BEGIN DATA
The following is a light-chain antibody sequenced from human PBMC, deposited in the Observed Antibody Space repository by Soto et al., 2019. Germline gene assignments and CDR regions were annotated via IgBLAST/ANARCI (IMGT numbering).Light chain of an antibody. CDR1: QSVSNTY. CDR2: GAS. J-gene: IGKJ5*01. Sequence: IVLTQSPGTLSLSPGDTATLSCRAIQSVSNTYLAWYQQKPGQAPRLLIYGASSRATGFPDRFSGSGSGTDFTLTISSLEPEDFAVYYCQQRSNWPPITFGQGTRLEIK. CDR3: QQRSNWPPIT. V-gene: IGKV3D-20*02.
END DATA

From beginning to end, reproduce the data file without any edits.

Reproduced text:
The following is a light-chain antibody sequenced from human PBMC, deposited in the Observed Antibody Space repository by Soto et al., 2019. Germline gene assignments and CDR regions were annotated via IgBLAST/ANARCI (IMGT numbering).Light chain of an antibody. CDR1: QSVSNTY. CDR2: GAS. J-gene: IGKJ5*01. Sequence: IVLTQSPGTLSLSPGDTATLSCRAIQSVSNTYLAWYQQKPGQAPRLLIYGASSRATGFPDRFSGSGSGTDFTLTISSLEPEDFAVYYCQQRSNWPPITFGQGTRLEIK. CDR3: QQRSNWPPIT. V-gene: IGKV3D-20*02.